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    ABSTRACT: JAK2V617F is the most common oncogenic lesion in patients with myeloproliferative neoplasms (MPNs). Despite the ability of JAK2V617F to instigate DNA damage in vitro, MPNs are nevertheless characterized by genomic stability. In this study, we address this paradox by identifying the DNA helicase RECQL5 as a suppressor of genomic instability in MPNs. We report increased RECQL5 expression in JAK2V617F-expressing cells and demonstrate that RECQL5 is required to counteract JAK2V617F-induced replication stress. Moreover, RECQL5 depletion sensitizes JAK2V617F mutant cells to hydroxyurea (HU), a pharmacological inducer of replication stress and the most common treatment for MPNs. Using single-fiber chromosome combing, we show that RECQL5 depletion in JAK2V617F mutant cells impairs replication dynamics following HU treatment, resulting in increased double-stranded breaks and apoptosis. Cumulatively, these findings identify RECQL5 as a critical regulator of genome stability in MPNs and demonstrate that replication stress-associated cytotoxicity can be amplified specifically in JAK2V617F mutant cells through RECQL5-targeted synthetic lethality.
    Full-text · Article · Dec 2015 · Cell Reports
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    • "The robust induction of AIM2, a key component of the pathway, was confirmed by qRT-PCR, suggesting that AIM2 may be a downstream effector of JAK2V617F and may play a role in the development of myelofibrosis (discussed below). Consistent with previous reports in a murine cell line[22,23], the expression of JAK2V617F promotes STAT activation and subsequent cytokine-independent growthin the lower panel. V5-tagged JAK2V617F induction was observed by immunoblotting analysis (upper panel). "
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    ABSTRACT: The gain-of-function mutation JAK2V617F is frequently found in Philadelphia-chromosome-negative myeloproliferative neoplasm (MPN) patients. However, the tumorigenic properties of JAK2V617F have mostly been characterized in in vivo and in vitro murine models due to the lack of appropriate human cell lines. Using the multipotent hematologic cell line UT-7/GM, we established D9, a novel human cell line that expresses JAK2V617F upon tetracycline addition. We assessed cellular differentiation in UT-7/GM cells when JAK2V617F was induced, and we used microarrays to analyze changes in mRNA expression caused by JAK2V617F. Using the human D9 cell line, we demonstrated that the induction of JAK2V617F leads to cytokine-independent cell growth with increased STAT activation and erythroid differentiation, mimicking the characteristics observed in polycythemia vera, making it a suitable in vitro model for studying this disorder. Interestingly, JAK2V617F-dependent erythroid cell differentiation was blocked when GM-CSF was added to the culture, suggesting that the GM-CSF pathway antagonizes JAK2V617F-induced erythroid cell differentiation. Our microarray analysis identified several genes involved in inflammasome activation, such as AIM2, IL1B, and CASP1, which were significantly up-regulated in JAK2V617F-induced cells. The observed inflammasome activation following JAK2V617F induction is consistent with a recent report demonstrating the involvement of IL1B in myelofibrosis development in a JAK2V617F model mouse. These results indicate that the D9 cell line should be useful for characterizing the signaling pathways downstream of JAK2V617F, allowing for the identification of effector molecules that contribute to the development of MPN.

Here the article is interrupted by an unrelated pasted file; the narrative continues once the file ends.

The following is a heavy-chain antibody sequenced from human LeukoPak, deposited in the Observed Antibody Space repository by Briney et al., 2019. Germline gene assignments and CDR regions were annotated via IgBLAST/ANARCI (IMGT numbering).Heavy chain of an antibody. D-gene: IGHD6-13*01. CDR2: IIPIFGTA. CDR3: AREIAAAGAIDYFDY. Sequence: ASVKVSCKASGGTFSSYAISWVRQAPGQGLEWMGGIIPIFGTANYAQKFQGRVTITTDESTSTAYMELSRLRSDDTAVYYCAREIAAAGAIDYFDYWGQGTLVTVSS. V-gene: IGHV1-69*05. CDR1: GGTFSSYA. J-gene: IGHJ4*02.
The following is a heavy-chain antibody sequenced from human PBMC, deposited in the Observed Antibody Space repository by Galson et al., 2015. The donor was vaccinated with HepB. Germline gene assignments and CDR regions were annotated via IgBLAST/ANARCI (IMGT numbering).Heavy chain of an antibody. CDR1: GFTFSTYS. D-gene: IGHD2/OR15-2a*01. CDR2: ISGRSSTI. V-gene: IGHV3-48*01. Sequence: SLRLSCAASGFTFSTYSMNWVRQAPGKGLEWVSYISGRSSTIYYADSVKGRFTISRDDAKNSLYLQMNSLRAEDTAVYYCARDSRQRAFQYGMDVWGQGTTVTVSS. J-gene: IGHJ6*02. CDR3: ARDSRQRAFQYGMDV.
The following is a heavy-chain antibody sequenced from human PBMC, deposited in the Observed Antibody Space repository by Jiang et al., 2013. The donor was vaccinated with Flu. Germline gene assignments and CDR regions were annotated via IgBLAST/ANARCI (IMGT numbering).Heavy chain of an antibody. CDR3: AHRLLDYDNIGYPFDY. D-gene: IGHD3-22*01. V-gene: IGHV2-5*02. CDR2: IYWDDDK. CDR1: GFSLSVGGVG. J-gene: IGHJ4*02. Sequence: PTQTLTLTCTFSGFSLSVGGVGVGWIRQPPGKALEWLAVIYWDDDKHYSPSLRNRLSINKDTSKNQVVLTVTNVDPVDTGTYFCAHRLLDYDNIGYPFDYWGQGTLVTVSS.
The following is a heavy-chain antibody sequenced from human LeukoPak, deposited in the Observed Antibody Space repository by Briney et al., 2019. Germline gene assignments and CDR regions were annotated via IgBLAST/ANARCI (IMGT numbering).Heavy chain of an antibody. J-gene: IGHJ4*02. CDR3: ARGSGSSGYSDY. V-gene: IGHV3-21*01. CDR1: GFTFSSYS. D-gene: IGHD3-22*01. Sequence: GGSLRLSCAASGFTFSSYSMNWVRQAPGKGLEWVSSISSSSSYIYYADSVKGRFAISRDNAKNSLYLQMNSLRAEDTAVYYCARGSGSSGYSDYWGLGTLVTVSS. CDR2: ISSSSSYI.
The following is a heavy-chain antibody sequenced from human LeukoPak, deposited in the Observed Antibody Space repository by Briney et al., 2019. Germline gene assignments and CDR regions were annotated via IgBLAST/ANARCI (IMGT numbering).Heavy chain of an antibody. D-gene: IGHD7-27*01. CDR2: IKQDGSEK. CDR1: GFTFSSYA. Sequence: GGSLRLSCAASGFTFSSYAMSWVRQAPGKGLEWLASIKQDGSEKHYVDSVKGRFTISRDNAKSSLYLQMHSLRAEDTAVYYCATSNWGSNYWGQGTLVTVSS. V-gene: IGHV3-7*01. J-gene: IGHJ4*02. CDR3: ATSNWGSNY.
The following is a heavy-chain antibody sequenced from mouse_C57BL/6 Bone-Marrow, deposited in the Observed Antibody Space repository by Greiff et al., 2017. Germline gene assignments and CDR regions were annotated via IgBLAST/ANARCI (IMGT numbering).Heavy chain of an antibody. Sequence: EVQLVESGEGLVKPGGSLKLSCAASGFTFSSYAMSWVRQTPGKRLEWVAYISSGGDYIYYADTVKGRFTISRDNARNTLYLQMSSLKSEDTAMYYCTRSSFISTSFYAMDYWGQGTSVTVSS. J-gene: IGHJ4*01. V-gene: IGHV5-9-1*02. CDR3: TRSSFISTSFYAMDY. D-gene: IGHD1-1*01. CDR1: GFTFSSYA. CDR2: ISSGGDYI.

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    • "Mutations in the JAK2 gene are thought to underlie the development of polycythemia vera (PV) [3], essential thrombocythemia (ET), and primary myelofibrosis (PMF) [4] [5] [6]. Indeed, ≥95% of PV patients, and half or more of ET and PMF patients, harbor the JAK2V617F mutation [7]. "